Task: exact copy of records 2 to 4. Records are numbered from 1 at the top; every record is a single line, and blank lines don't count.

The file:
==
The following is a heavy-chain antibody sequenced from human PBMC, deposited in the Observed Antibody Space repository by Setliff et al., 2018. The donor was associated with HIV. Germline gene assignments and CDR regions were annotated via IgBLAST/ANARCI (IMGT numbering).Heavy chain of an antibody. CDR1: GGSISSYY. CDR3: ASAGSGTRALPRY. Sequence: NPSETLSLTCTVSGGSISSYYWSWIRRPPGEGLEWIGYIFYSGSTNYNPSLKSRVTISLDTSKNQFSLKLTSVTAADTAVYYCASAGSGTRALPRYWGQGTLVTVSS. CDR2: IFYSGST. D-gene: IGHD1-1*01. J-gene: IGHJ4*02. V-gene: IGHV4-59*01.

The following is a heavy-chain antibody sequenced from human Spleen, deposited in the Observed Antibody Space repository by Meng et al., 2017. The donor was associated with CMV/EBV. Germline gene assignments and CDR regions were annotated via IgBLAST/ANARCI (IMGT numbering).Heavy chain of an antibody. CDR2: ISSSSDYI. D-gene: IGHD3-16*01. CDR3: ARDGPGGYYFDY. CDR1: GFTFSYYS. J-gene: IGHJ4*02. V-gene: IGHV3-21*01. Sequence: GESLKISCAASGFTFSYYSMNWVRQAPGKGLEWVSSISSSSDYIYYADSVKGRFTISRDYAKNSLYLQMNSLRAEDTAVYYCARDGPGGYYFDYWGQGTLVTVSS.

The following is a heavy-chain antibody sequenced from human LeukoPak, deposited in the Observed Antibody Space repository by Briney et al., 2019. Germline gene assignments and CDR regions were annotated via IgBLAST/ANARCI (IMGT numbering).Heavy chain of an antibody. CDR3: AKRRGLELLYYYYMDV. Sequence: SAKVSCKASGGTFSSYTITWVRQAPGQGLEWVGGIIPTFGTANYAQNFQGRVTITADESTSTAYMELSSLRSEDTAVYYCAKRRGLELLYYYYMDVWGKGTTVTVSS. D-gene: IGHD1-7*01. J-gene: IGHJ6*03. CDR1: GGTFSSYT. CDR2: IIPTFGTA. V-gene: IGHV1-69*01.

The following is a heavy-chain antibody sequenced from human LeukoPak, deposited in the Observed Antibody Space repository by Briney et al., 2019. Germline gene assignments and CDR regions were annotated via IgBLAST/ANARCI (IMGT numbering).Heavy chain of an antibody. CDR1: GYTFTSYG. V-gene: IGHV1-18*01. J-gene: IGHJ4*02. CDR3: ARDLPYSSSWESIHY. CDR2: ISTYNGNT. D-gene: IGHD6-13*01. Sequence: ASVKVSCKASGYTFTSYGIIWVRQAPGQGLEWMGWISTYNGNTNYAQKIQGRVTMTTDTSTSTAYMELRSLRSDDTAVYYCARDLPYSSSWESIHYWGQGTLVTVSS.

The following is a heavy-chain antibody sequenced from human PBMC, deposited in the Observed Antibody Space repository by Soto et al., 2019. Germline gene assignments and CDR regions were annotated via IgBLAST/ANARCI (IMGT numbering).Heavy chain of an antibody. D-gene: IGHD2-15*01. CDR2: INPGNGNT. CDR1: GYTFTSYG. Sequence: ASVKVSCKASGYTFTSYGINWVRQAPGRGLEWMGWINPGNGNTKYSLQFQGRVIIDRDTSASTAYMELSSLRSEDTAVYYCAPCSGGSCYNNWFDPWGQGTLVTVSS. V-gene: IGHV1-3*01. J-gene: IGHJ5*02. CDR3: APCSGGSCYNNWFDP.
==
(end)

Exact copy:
The following is a heavy-chain antibody sequenced from human Spleen, deposited in the Observed Antibody Space repository by Meng et al., 2017. The donor was associated with CMV/EBV. Germline gene assignments and CDR regions were annotated via IgBLAST/ANARCI (IMGT numbering).Heavy chain of an antibody. CDR2: ISSSSDYI. D-gene: IGHD3-16*01. CDR3: ARDGPGGYYFDY. CDR1: GFTFSYYS. J-gene: IGHJ4*02. V-gene: IGHV3-21*01. Sequence: GESLKISCAASGFTFSYYSMNWVRQAPGKGLEWVSSISSSSDYIYYADSVKGRFTISRDYAKNSLYLQMNSLRAEDTAVYYCARDGPGGYYFDYWGQGTLVTVSS.

The following is a heavy-chain antibody sequenced from human LeukoPak, deposited in the Observed Antibody Space repository by Briney et al., 2019. Germline gene assignments and CDR regions were annotated via IgBLAST/ANARCI (IMGT numbering).Heavy chain of an antibody. CDR3: AKRRGLELLYYYYMDV. Sequence: SAKVSCKASGGTFSSYTITWVRQAPGQGLEWVGGIIPTFGTANYAQNFQGRVTITADESTSTAYMELSSLRSEDTAVYYCAKRRGLELLYYYYMDVWGKGTTVTVSS. D-gene: IGHD1-7*01. J-gene: IGHJ6*03. CDR1: GGTFSSYT. CDR2: IIPTFGTA. V-gene: IGHV1-69*01.

The following is a heavy-chain antibody sequenced from human LeukoPak, deposited in the Observed Antibody Space repository by Briney et al., 2019. Germline gene assignments and CDR regions were annotated via IgBLAST/ANARCI (IMGT numbering).Heavy chain of an antibody. CDR1: GYTFTSYG. V-gene: IGHV1-18*01. J-gene: IGHJ4*02. CDR3: ARDLPYSSSWESIHY. CDR2: ISTYNGNT. D-gene: IGHD6-13*01. Sequence: ASVKVSCKASGYTFTSYGIIWVRQAPGQGLEWMGWISTYNGNTNYAQKIQGRVTMTTDTSTSTAYMELRSLRSDDTAVYYCARDLPYSSSWESIHYWGQGTLVTVSS.